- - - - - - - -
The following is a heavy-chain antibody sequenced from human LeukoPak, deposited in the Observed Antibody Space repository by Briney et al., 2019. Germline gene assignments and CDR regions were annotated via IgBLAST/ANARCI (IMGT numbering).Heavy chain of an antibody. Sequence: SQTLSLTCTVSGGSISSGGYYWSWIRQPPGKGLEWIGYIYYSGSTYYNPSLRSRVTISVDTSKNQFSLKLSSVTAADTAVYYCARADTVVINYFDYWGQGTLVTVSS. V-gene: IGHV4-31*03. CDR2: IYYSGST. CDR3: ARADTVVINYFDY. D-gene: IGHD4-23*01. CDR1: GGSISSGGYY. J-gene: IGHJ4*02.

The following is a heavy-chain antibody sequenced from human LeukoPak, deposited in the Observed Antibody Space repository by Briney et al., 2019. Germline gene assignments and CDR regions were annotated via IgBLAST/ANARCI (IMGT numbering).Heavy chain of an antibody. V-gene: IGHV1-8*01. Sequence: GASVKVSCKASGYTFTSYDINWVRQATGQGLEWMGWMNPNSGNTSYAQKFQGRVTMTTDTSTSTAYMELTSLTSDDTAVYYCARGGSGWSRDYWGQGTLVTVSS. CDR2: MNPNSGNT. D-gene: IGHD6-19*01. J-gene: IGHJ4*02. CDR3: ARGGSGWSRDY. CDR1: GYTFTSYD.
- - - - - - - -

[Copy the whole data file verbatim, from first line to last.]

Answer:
The following is a heavy-chain antibody sequenced from human LeukoPak, deposited in the Observed Antibody Space repository by Briney et al., 2019. Germline gene assignments and CDR regions were annotated via IgBLAST/ANARCI (IMGT numbering).Heavy chain of an antibody. Sequence: SQTLSLTCTVSGGSISSGGYYWSWIRQPPGKGLEWIGYIYYSGSTYYNPSLRSRVTISVDTSKNQFSLKLSSVTAADTAVYYCARADTVVINYFDYWGQGTLVTVSS. V-gene: IGHV4-31*03. CDR2: IYYSGST. CDR3: ARADTVVINYFDY. D-gene: IGHD4-23*01. CDR1: GGSISSGGYY. J-gene: IGHJ4*02.

The following is a heavy-chain antibody sequenced from human LeukoPak, deposited in the Observed Antibody Space repository by Briney et al., 2019. Germline gene assignments and CDR regions were annotated via IgBLAST/ANARCI (IMGT numbering).Heavy chain of an antibody. V-gene: IGHV1-8*01. Sequence: GASVKVSCKASGYTFTSYDINWVRQATGQGLEWMGWMNPNSGNTSYAQKFQGRVTMTTDTSTSTAYMELTSLTSDDTAVYYCARGGSGWSRDYWGQGTLVTVSS. CDR2: MNPNSGNT. D-gene: IGHD6-19*01. J-gene: IGHJ4*02. CDR3: ARGGSGWSRDY. CDR1: GYTFTSYD.